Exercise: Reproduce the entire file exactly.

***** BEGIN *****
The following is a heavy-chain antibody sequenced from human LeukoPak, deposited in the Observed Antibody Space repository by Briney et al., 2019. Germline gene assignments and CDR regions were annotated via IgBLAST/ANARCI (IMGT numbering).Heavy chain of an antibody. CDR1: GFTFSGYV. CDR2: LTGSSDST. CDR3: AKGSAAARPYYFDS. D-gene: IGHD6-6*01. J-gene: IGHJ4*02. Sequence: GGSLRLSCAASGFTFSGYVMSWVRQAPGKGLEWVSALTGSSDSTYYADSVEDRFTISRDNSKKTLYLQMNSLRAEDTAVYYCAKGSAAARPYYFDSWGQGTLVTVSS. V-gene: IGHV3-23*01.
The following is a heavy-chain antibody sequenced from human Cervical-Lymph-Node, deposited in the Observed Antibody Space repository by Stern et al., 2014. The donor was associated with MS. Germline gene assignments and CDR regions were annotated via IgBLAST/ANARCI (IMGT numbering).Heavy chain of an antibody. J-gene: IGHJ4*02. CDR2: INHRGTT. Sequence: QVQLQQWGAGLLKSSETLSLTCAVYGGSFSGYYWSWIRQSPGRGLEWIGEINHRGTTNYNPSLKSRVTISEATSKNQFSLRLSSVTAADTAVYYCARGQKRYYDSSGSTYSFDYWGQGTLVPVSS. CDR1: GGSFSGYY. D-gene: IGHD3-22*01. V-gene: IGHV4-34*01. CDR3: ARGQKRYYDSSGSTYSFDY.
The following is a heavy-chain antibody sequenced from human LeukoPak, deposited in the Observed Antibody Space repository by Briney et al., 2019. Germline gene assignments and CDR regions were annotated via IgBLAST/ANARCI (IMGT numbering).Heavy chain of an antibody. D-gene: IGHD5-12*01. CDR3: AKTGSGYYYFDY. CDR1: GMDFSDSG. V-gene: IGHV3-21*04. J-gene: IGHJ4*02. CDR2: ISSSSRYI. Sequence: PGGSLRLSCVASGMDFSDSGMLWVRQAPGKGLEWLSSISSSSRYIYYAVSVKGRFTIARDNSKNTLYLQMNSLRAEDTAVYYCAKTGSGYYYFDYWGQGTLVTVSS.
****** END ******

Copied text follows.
The following is a heavy-chain antibody sequenced from human LeukoPak, deposited in the Observed Antibody Space repository by Briney et al., 2019. Germline gene assignments and CDR regions were annotated via IgBLAST/ANARCI (IMGT numbering).Heavy chain of an antibody. CDR1: GFTFSGYV. CDR2: LTGSSDST. CDR3: AKGSAAARPYYFDS. D-gene: IGHD6-6*01. J-gene: IGHJ4*02. Sequence: GGSLRLSCAASGFTFSGYVMSWVRQAPGKGLEWVSALTGSSDSTYYADSVEDRFTISRDNSKKTLYLQMNSLRAEDTAVYYCAKGSAAARPYYFDSWGQGTLVTVSS. V-gene: IGHV3-23*01.
The following is a heavy-chain antibody sequenced from human Cervical-Lymph-Node, deposited in the Observed Antibody Space repository by Stern et al., 2014. The donor was associated with MS. Germline gene assignments and CDR regions were annotated via IgBLAST/ANARCI (IMGT numbering).Heavy chain of an antibody. J-gene: IGHJ4*02. CDR2: INHRGTT. Sequence: QVQLQQWGAGLLKSSETLSLTCAVYGGSFSGYYWSWIRQSPGRGLEWIGEINHRGTTNYNPSLKSRVTISEATSKNQFSLRLSSVTAADTAVYYCARGQKRYYDSSGSTYSFDYWGQGTLVPVSS. CDR1: GGSFSGYY. D-gene: IGHD3-22*01. V-gene: IGHV4-34*01. CDR3: ARGQKRYYDSSGSTYSFDY.
The following is a heavy-chain antibody sequenced from human LeukoPak, deposited in the Observed Antibody Space repository by Briney et al., 2019. Germline gene assignments and CDR regions were annotated via IgBLAST/ANARCI (IMGT numbering).Heavy chain of an antibody. D-gene: IGHD5-12*01. CDR3: AKTGSGYYYFDY. CDR1: GMDFSDSG. V-gene: IGHV3-21*04. J-gene: IGHJ4*02. CDR2: ISSSSRYI. Sequence: PGGSLRLSCVASGMDFSDSGMLWVRQAPGKGLEWLSSISSSSRYIYYAVSVKGRFTIARDNSKNTLYLQMNSLRAEDTAVYYCAKTGSGYYYFDYWGQGTLVTVSS.